• Regular exercise - Flexibility, aerobic exercises, and strength training exercises can help maintain strong muscles to counteract the muscle weakness and difficulty in walking, usually associated with MS.

  • Stress management - Yoga and meditation can help with stress management. This will ensure good sleep and reduced fatigue, which is usually associated with MS. 

  • Smoking cessation and limiting alcohol - Both smoking and alcohol are associated with the deterioration of MS symptoms. Thus, curbing these unhealthy habits can help maintain better health.


High disease variability is a challenge for patients and neurologists

It is difficult to predict the development course of MS, which may be asymptomatic, mild or severe. In severe cases, the patients lose their ability to write, speak or walk, which drastically affects their daily lives.

  • Magnetic resonance imaging (MRI) scans of >90% of MS patients show the presence of lesions (demyelinated and scarred areas). MRI scans along with the patient’s medical history and neurological exam confirms MS diagnosis.

  • Lumbar puncture or spinal taps (check spinal fluid for abnormalities) and EEG (measures brain electrical activity) help exclude other autoimmune conditions or infections (HIV or Lyme disease).

  • Evoked responses — To verify which areas have been affected by MS, repeated stimulus is given. This test will assess how nerves respond to the stimulus. It considers the speed of the electrical response to the stimulus. 

  • Optical coherence tomography (OCT) - This test identifies the extent of MS progression to the eyes.


The primary treatment of MS is to stop the flaring up and to reduce disease progression. Certain medications help in myelin sheath protection, which reduces disease progression. MS treatment options include disease-modifying drugs such as methylprednisolone, interferons (avonex, betaseron), copaxone and rebif, which provides symptomatic relief and slows down the disease progression to prevent relapses. Counselling, physical and occupational therapy, speech therapy and swallowing therapy help to cope with movement, behavioural and intake-related symptoms. Experimental treatment options such as stem cell transplant are being examined to produce new cells with an intact myelin sheath. MS is not fatal but there are complications arising from a weak immune system such as pneumonia or lower life expectancy by 10 years in MS patients.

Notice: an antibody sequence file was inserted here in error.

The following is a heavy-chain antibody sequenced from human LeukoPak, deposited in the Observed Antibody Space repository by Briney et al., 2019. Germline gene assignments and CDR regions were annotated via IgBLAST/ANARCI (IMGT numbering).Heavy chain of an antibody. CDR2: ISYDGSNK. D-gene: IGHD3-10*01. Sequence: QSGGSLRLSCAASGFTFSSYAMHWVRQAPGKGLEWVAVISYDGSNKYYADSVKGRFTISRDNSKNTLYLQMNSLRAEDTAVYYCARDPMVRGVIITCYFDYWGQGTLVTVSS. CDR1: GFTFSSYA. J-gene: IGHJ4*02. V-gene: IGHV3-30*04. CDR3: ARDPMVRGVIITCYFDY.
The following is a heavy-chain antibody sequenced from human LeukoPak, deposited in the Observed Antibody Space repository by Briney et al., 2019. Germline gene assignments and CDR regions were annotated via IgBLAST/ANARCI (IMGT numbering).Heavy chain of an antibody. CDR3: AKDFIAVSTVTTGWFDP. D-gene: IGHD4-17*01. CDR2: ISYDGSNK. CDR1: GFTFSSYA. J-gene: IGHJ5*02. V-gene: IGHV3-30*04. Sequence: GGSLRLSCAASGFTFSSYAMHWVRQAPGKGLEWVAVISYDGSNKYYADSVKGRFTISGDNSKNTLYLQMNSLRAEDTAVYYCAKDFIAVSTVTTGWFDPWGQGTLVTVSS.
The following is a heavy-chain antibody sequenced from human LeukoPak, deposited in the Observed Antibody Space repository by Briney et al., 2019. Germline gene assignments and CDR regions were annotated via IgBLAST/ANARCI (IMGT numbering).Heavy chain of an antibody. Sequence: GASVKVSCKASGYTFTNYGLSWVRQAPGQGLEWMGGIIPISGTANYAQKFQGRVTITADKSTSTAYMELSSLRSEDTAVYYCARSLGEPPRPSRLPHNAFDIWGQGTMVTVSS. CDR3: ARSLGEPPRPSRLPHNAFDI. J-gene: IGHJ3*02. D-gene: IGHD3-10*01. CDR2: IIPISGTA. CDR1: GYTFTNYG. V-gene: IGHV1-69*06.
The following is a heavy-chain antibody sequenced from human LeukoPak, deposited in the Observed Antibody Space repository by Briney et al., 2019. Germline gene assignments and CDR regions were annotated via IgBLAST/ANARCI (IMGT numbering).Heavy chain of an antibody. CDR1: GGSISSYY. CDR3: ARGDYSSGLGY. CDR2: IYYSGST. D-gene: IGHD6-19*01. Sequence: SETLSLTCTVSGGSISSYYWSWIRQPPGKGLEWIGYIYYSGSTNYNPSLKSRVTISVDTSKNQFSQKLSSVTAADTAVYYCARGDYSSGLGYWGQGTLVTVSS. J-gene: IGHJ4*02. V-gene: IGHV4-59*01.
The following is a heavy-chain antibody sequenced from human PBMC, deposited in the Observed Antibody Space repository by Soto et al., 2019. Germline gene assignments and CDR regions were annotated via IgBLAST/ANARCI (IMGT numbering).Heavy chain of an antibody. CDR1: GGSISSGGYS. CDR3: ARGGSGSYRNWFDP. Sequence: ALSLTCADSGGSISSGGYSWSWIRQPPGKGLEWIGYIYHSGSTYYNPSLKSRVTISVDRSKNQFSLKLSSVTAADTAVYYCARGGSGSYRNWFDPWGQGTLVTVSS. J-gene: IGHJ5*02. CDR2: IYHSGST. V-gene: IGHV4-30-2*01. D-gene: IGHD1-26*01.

Certain lifestyle modifications can help reducing flaring up and reduction of symptoms of MS:

  • Regular exercise - Various exercises such as aerobic exercises and swimming can help reduce fatigue, muscle strengthening and improving balance.

  • Healthy diet - Diet rich in fibre can help prevent constipation. Fibre is reported in fruits, vegetables and whole grains. Limit foods that are fatty and high in sugars. Patients may take vitamin D pills after consultation with a physician. Drink sufficient water to prevent dehydration.

  • Stress management - Stress worsens the symptoms of MS. Include stress management techniques such as yoga, meditation, deep breathing and getting massages. Identifying a support group to help prevent depression can be beneficial.

  • Avoid overexposure to heat - Heat can worsen symptoms. Therefore, avoid areas that are too hot, avoid over-exercising, and hot showers. Drink plenty of water, and avoid sodas and sugary drinks because this can worsen dehydration. Remain in air-conditioned rooms when it is too hot to go outdoors. 

  • Smoking cessation - Smoking worsens MS symptoms. Options to stop smoking are self-help programs, medicines, and nicotine replacement items.

  • Rest adequately - Resting helps to reduce fatigue.

  • Preventing infections - Take necessary precautions to avoid infections. Avoid being in close contact with either sick or infected individuals.

Prognosis And Complications


Because of advances in technology and medicine, individuals with MS will continue to live productive and active lives. Lifestyle changes and modifications can ensure that individuals with MS can have an improved and effective outcome.


MS-related complications may include difficulty in walking because of a requirement or assistive devices such as cane or walker or even a wheelchair. Loss of vision may occur. Moreover, bladder or bowel control loss, problems with memory, sexual problems and loss of balance may occur. Because MS is a chronic condition, depression is often seen in individuals with MS.

Alternative Treatments

As MS is a chronic disease, most individuals turn to alternative treatment options.

  • Cognitive training - Ensures improvement in brain function to help with memory.

  • Exercising - Exercise can ensure relief of muscular symptoms and strengthening of muscles.

  • Pilates- It is a low weight-bearing exercise. This ensures strengthening of muscles and improvement in flexibility and posture. 

  • Yoga - This increases flexibility via poses and deep breathing techniques.

  • Tai Chi - It is a combination of movement and meditation and helps in symptomatic reduction.

  • Mindfulness practices can ensure improvement in overall quality of life.

  • Lipoic acid can be taken as a supplement and can help to slow down cell damage.

  • Ginseng- A type of plant, a constituent of sodas and teas; it can help in energy stimulation and improved brain function. 

  • Biotin- It is naturally produced by the body and can be added via a diet heavy in nuts, grains and egg yolks. This helps in symptom reduction. Biotin can be taken as a supplement.

  • Vitamin D - Helps in symptom reduction and slowing down the progression of the disease.